10 And they say unto him, `No, my lord, but thy servants have come to buy food;
11 we [are] all of us sons of one man, we [are] right men; thy servants have not been spies;’
12 and he saith unto them, `No, but the nakedness of the land ye have come to see;’
13 and they say, `Thy servants [are] twelve brethren; we [are] sons of one man in the land of Canaan, and lo, the young one [is] with our father to-day, and the one is not.’
14 And Joseph saith unto them, `This [is] that which I have spoken unto you, saying, Ye [are] spies,
15 by this ye are proved: Pharaoh liveth! if ye go out from this — except by your young brother coming hither;
16 send one of you, and let him bring your brother, and ye, remain ye bound, and let your words be proved, whether truth be with you: and if not — Pharaoh liveth! surely ye [are] spies;’
17 and he removeth them unto charge three days.
18 And Joseph saith unto them on the third day, `This do and live; God I fear!
19 if ye [are] right men, let one of your brethren be bound in the house of your ward, and ye, go, carry in corn [for] the famine of your houses,
20 and your young brother ye bring unto me, and your words are established, and ye die not;’ and they do so.
21 And they say one unto another, `Verily we [are] guilty concerning our brother, because we saw the distress of his soul, in his making supplication unto us, and we did not hearken: therefore hath this distress come upon us.’
22 And Reuben answereth them, saying, `Spake I not unto you, saying, Sin not against the lad? and ye hearkened not; and his blood also, lo, it is required.’
23 And they have not known that Joseph understandeth, for the interpreter [is] between them;
24 and he turneth round from them, and weepeth, and turneth back unto them, and speaketh unto them, and taketh from them Simeon, and bindeth him before their eyes.
25 And Joseph commandeth, and they fill their vessels [with] corn, also to put back the money of each unto his sack, and to give to them provision for the way; and one doth to them so.
26 And they lift up their corn upon their asses, and go from thence,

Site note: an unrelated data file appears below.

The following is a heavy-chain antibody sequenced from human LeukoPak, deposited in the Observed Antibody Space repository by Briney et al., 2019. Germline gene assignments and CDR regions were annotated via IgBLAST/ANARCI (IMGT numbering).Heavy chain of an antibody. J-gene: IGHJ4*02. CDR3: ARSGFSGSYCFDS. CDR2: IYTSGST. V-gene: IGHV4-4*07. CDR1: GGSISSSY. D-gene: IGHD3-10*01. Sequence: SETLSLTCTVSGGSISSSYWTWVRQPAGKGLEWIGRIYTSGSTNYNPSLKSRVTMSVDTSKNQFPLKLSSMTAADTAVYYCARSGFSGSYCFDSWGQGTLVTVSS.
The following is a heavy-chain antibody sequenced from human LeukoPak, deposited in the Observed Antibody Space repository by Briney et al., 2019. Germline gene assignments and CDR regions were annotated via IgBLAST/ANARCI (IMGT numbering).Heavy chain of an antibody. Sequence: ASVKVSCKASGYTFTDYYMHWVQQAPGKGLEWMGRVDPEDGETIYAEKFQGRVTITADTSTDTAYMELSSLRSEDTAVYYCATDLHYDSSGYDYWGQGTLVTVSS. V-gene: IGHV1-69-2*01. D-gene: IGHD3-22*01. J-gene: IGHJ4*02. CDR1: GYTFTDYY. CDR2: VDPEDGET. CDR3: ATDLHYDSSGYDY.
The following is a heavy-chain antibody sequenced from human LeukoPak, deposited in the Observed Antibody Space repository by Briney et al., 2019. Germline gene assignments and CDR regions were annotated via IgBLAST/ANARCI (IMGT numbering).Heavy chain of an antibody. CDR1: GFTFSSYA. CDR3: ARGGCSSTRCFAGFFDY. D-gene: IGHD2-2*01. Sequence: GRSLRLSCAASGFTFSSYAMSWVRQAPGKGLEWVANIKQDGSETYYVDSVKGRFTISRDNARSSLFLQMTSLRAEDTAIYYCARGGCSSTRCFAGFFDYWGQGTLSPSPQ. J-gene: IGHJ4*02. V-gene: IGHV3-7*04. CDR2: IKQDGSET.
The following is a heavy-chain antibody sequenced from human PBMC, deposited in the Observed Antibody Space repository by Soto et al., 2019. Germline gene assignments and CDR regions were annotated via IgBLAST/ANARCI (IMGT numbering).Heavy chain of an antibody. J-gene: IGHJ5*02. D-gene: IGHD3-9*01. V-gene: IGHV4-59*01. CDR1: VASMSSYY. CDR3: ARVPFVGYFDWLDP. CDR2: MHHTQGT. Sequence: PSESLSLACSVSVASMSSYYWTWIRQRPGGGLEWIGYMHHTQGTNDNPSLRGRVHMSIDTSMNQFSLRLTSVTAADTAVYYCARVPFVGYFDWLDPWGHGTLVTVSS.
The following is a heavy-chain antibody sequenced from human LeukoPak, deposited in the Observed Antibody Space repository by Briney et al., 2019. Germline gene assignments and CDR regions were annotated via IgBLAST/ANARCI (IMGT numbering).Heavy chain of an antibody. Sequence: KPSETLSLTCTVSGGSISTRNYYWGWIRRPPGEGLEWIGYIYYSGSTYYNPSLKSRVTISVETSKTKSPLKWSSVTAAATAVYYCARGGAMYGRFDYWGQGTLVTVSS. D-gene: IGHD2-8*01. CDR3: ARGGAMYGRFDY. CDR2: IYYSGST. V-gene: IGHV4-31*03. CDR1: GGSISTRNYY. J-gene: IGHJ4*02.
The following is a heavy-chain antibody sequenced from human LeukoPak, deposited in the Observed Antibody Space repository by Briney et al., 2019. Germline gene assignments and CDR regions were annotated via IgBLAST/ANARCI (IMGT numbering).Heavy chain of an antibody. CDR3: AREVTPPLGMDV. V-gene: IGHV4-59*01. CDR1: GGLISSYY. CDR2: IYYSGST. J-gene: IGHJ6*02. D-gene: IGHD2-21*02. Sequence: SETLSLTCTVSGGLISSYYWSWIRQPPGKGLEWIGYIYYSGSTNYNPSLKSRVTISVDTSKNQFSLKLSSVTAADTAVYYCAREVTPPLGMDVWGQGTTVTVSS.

27 and the one openeth his sack to give provender to his ass at a lodging-place, and he seeth his money, and lo, it [is] in the mouth of his bag,
28 and he saith unto his brethren, `My money hath been put back, and also, lo, in my bag:’ and their heart goeth out, and they tremble, one to another saying, `What [is] this God hath done to us!’
29 And they come in unto Jacob their father, to the land of Canaan, and they declare to him all the things meeting them, saying,
30 `The man, the lord of the land, hath spoken with us sharp things, and maketh us as spies of the land;
31 and we say unto him, We [are] right men, we have not been spies,
32 we [are] twelve brethren, sons of our father, the one is not, and the young one [is] to-day with our father in the land of Canaan.
33 `And the man, the lord of the land, saith unto us, By this I know that ye [are] right men — one of your brethren leave with me, and [for] the famine of your houses take ye and go,
34 and bring your young brother unto me, and I know that ye [are] not spies, but ye [are] right men; your brother I give to you, and ye trade with the land.’
35 And it cometh to pass, they are emptying their sacks, and lo, the bundle of each man’s silver [is] in his sack, and they see their bundles of silver, they and their father, and are afraid;
36 and Jacob their father saith unto them, `Me ye have bereaved; Joseph is not, and Simeon is not, and Benjamin ye take — against me have been all these.’
37 And Reuben speaketh unto his father, saying, `My two sons thou dost put to death, if I bring him not in unto thee; give him into my hand, and I — I bring him back unto thee;’
38 and he saith, `My son doth not go down with you, for his brother [is] dead, and he by himself is left; when mischief hath met him in the way in which ye go, then ye have brought down my grey hairs in sorrow to sheol.’